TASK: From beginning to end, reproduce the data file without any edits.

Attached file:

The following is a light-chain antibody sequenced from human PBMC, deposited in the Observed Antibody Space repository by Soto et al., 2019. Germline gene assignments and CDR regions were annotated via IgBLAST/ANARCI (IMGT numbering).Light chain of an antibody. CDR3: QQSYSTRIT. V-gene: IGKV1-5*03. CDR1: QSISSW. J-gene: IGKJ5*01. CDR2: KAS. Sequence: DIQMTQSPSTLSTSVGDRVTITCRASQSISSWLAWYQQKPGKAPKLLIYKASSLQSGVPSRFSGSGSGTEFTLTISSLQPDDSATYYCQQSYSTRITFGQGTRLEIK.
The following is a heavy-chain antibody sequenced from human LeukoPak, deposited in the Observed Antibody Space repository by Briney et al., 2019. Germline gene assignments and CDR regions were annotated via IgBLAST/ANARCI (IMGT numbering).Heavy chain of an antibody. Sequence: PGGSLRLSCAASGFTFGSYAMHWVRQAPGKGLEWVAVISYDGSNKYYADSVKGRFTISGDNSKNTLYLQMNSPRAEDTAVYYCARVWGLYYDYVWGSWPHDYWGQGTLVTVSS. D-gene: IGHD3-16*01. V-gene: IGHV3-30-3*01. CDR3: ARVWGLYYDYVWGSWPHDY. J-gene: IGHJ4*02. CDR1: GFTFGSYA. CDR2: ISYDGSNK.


The following is a light-chain antibody sequenced from human PBMC, deposited in the Observed Antibody Space repository by Soto et al., 2019. Germline gene assignments and CDR regions were annotated via IgBLAST/ANARCI (IMGT numbering).Light chain of an antibody. CDR3: QQSYSTRIT. V-gene: IGKV1-5*03. CDR1: QSISSW. J-gene: IGKJ5*01. CDR2: KAS. Sequence: DIQMTQSPSTLSTSVGDRVTITCRASQSISSWLAWYQQKPGKAPKLLIYKASSLQSGVPSRFSGSGSGTEFTLTISSLQPDDSATYYCQQSYSTRITFGQGTRLEIK.
The following is a heavy-chain antibody sequenced from human LeukoPak, deposited in the Observed Antibody Space repository by Briney et al., 2019. Germline gene assignments and CDR regions were annotated via IgBLAST/ANARCI (IMGT numbering).Heavy chain of an antibody. Sequence: PGGSLRLSCAASGFTFGSYAMHWVRQAPGKGLEWVAVISYDGSNKYYADSVKGRFTISGDNSKNTLYLQMNSPRAEDTAVYYCARVWGLYYDYVWGSWPHDYWGQGTLVTVSS. D-gene: IGHD3-16*01. V-gene: IGHV3-30-3*01. CDR3: ARVWGLYYDYVWGSWPHDY. J-gene: IGHJ4*02. CDR1: GFTFGSYA. CDR2: ISYDGSNK.